■ About the Issue
to the 74th edition of B.
are people described as “global citizens” or “global nomads,” people who are
fluent in foreign languages, who embrace different ideas and cultures without
prejudice or judgment, who are able to communicate as one individual to another
outside the frame of collectivism. With the effusiveness of the word “global”
aside, the aforementioned qualities or attitudes will become an increasingly
important virtue. In the age of hyperconnectivity represented by 5G and IoT,
the conventional sense or definition of belonging to a community is bound to be
obsolete. Even the World Cup and the Olympics don’t arouse the same amount of
enthusiasm as before, which only testifies to this change: Hyper-connection
begins when micro-level individuals form relationships beyond their physical
and social settings. Looking back, B
has also worked extremely hard to meet such needs of the time as a magazine.
We’ve always tried to free our content of Korean conventions and conceptions.
This magazine is made by Korean-speaking people living in Korea, which is
inevitably a significant part of our identity, but we believe that its content
should be relatable to anyone and everyone.
fifth city issue of B introduces
Bangkok, the city probably most suited for a global citizen. There are several
megacities that outrun Bangkok in terms of average income, economic size, or
social infrastructure, but when it comes to the ability to absorb different
cultures and cradle change, Bangkok is definitely at the forefront. The reviews
of our editors, who traveled around Bangkok for more than a week to cover the
stories, were no different: they spoke favorably of how the residents of
Bangkok were comfortable with expressing themselves and telling their stories,
all the while showing just enough courtesy and respect for others. Bangkok does
not only appeal to editors visiting for coverage. It’s an ideal destination for
many types of travelers: business professionals looking to attract investment,
backpackers planning to stay for a month, short-term tourists on vacation.
Another way to interpret this would be that Bangkok is a city that knows how to
retain its identity while also actively responding to different needs.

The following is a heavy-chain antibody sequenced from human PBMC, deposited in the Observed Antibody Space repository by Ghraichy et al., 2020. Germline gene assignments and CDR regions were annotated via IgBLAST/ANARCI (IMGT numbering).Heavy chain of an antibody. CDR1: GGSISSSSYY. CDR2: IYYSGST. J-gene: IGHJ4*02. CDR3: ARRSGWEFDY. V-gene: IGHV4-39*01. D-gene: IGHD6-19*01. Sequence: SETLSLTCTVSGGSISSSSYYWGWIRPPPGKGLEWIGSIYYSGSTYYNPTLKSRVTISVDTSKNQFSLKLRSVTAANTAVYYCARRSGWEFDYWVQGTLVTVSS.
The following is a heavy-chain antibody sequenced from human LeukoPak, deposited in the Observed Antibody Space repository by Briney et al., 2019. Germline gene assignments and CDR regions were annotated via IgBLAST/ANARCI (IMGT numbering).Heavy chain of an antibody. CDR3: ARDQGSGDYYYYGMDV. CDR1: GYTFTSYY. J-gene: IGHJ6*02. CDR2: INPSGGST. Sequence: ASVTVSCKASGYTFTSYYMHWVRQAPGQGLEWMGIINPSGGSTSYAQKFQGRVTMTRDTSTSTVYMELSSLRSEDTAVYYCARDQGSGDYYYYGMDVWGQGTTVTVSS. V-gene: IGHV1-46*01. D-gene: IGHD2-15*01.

B wanted to capture this “attitude” of
Bangkok for people who only know the city by its famous temples, fancy
nightlife, and nearby resort areas like Phuket. Cultural heritage, an artistic
eye, a business mindset, and technical skills can make a brand or a city great,
but “attitude” points to future possibilities. As uncertainty escalates in
societies and markets, people tend to rely more on the visions projected
through attitudes than objective indicators. It would help to recall the
exemplary brands featured by B over
the years that focus on selling their attitude. An attitude encompasses many
values, as demonstratedby WeWork’s slogan “Do What You Love,” Patagonia’s
proposition to “Live Simply,” and Vans’ attitude of “Off the Wall.”
that sense, then, what could Bangkok’s attitude be reduced down to? I believe
“adaptive” is the right adjective to describe the city. Experimenting and
turning it into real-life experiences rather than conjecturing right or wrong,
or good or bad—this adaptive attitude is what makes Bangkok such a multifaceted
city as it is today, capable of transforming itself according to the times and
environment. If the city had only tried to lead ahead or find exact answers, it
wouldn’t have fostered such a quirky harmony of differences—no small family-run
hostels next to the global brand six-star hotel, no interesting intermix of
street food and high-end fine dining restaurants. After putting this issue
together, I’m deliberately keeping my eyes and ears open to the various
goings-on in Bangkok. That is because I believe that it might just be these
adaptable groups of people who will change the world of tomorrow.
Content & Editorial Director
[출처] 매거진B (영문판) Magazine B, 매거진비
ⓒ 본 콘텐츠는 발행사에서 제공하였으며, 저작권법의 보호를 받으며 무단 전재, 재배포 등을 금합니다.